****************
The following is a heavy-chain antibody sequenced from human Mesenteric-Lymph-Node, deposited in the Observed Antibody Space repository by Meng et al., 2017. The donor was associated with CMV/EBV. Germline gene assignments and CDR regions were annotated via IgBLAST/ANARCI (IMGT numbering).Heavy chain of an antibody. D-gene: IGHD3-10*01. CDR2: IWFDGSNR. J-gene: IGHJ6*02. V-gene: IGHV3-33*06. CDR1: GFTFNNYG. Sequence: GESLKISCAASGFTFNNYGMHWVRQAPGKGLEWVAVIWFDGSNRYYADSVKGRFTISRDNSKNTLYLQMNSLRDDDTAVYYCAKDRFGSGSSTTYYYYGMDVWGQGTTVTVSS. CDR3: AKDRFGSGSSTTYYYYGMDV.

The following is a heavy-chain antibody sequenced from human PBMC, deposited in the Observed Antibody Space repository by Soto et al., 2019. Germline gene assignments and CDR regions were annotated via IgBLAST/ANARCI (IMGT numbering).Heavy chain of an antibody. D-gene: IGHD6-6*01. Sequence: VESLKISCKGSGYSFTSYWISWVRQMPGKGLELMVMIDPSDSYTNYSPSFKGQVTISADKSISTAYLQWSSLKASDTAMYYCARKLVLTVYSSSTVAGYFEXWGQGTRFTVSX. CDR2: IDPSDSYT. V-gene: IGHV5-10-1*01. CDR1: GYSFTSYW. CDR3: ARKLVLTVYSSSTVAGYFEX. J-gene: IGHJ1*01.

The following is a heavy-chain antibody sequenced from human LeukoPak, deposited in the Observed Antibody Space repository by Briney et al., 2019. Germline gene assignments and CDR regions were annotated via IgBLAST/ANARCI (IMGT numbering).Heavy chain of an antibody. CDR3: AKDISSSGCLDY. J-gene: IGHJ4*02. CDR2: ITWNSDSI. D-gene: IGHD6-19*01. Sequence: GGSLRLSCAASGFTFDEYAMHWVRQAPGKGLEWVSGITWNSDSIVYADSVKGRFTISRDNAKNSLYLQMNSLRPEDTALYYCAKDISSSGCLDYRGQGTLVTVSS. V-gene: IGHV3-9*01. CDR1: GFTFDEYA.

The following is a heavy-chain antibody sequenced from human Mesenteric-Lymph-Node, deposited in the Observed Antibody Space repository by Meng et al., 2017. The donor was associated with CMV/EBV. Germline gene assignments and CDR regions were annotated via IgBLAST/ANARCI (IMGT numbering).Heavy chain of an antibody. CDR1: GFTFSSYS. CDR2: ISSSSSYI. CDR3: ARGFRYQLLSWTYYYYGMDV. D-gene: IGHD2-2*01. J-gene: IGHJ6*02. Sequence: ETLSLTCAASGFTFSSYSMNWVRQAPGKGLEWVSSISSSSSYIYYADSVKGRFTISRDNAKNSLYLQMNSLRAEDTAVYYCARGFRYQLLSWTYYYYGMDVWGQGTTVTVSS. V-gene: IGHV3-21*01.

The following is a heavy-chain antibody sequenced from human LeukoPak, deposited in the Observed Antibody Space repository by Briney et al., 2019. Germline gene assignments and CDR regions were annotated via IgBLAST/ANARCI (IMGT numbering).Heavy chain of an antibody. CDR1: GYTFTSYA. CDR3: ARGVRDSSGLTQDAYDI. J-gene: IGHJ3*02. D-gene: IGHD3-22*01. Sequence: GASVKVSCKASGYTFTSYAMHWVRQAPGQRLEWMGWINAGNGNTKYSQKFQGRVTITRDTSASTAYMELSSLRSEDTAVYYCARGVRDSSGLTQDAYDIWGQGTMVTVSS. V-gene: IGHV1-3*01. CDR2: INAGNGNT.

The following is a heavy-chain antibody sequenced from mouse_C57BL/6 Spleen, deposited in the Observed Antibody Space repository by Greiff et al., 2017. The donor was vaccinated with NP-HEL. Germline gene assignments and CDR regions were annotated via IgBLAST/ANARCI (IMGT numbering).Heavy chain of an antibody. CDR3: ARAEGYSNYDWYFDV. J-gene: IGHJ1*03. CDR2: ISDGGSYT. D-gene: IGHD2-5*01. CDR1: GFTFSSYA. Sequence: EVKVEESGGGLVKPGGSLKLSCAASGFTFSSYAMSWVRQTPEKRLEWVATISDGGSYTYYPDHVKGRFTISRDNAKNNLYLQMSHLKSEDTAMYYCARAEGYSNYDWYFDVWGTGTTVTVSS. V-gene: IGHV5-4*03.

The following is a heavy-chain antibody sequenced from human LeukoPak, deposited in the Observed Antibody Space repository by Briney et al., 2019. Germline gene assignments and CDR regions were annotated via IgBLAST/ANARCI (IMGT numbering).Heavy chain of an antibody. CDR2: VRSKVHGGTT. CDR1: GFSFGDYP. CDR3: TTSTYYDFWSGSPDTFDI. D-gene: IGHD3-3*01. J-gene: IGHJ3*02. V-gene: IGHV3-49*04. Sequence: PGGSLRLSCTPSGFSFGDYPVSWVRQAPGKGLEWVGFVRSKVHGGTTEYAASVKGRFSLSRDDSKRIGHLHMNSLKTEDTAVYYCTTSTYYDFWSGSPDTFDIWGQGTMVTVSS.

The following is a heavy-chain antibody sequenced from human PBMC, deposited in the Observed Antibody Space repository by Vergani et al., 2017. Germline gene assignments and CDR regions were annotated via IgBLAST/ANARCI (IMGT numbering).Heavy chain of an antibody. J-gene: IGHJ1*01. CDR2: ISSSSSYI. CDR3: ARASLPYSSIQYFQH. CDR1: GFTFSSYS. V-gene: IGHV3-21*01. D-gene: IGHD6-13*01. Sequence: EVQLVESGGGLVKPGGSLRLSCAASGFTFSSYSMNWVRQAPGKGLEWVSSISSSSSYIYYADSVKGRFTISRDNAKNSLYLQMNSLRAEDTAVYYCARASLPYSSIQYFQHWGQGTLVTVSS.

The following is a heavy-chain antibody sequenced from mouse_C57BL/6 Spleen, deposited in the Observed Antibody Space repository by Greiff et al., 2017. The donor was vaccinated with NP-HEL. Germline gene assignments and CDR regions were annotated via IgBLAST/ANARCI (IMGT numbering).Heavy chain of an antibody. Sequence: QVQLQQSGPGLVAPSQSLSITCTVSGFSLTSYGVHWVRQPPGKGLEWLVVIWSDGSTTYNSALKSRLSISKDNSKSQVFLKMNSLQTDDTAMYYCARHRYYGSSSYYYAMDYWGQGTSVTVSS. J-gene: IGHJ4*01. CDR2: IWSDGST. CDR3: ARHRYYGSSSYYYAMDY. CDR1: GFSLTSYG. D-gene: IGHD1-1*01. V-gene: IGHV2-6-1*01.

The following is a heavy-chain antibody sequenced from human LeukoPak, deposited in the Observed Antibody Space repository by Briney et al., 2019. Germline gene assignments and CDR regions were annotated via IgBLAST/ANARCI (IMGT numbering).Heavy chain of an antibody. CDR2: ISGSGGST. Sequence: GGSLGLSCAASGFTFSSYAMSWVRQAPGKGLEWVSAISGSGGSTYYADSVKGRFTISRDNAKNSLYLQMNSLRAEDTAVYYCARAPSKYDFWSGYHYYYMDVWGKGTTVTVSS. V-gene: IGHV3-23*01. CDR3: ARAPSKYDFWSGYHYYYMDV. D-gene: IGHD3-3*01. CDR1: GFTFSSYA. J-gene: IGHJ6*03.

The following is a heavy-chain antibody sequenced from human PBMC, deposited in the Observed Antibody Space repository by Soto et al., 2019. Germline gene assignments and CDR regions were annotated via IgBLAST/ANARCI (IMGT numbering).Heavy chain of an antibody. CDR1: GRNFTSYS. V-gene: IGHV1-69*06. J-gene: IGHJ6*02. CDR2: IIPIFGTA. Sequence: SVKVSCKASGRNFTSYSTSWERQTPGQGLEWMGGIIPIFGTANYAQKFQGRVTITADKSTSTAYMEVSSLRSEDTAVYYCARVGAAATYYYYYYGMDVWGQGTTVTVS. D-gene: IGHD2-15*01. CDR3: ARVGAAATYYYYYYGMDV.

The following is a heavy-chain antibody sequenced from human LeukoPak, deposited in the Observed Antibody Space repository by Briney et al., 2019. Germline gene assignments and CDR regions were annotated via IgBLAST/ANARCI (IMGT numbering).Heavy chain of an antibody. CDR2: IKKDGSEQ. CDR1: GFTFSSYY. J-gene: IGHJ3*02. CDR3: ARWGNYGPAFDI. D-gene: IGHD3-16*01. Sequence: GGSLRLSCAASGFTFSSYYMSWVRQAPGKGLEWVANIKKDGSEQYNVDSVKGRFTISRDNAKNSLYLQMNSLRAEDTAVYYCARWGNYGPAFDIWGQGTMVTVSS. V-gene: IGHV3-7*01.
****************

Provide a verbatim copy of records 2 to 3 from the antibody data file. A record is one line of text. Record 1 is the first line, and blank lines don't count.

The following is a heavy-chain antibody sequenced from human PBMC, deposited in the Observed Antibody Space repository by Soto et al., 2019. Germline gene assignments and CDR regions were annotated via IgBLAST/ANARCI (IMGT numbering).Heavy chain of an antibody. D-gene: IGHD6-6*01. Sequence: VESLKISCKGSGYSFTSYWISWVRQMPGKGLELMVMIDPSDSYTNYSPSFKGQVTISADKSISTAYLQWSSLKASDTAMYYCARKLVLTVYSSSTVAGYFEXWGQGTRFTVSX. CDR2: IDPSDSYT. V-gene: IGHV5-10-1*01. CDR1: GYSFTSYW. CDR3: ARKLVLTVYSSSTVAGYFEX. J-gene: IGHJ1*01.

The following is a heavy-chain antibody sequenced from human LeukoPak, deposited in the Observed Antibody Space repository by Briney et al., 2019. Germline gene assignments and CDR regions were annotated via IgBLAST/ANARCI (IMGT numbering).Heavy chain of an antibody. CDR3: AKDISSSGCLDY. J-gene: IGHJ4*02. CDR2: ITWNSDSI. D-gene: IGHD6-19*01. Sequence: GGSLRLSCAASGFTFDEYAMHWVRQAPGKGLEWVSGITWNSDSIVYADSVKGRFTISRDNAKNSLYLQMNSLRPEDTALYYCAKDISSSGCLDYRGQGTLVTVSS. V-gene: IGHV3-9*01. CDR1: GFTFDEYA.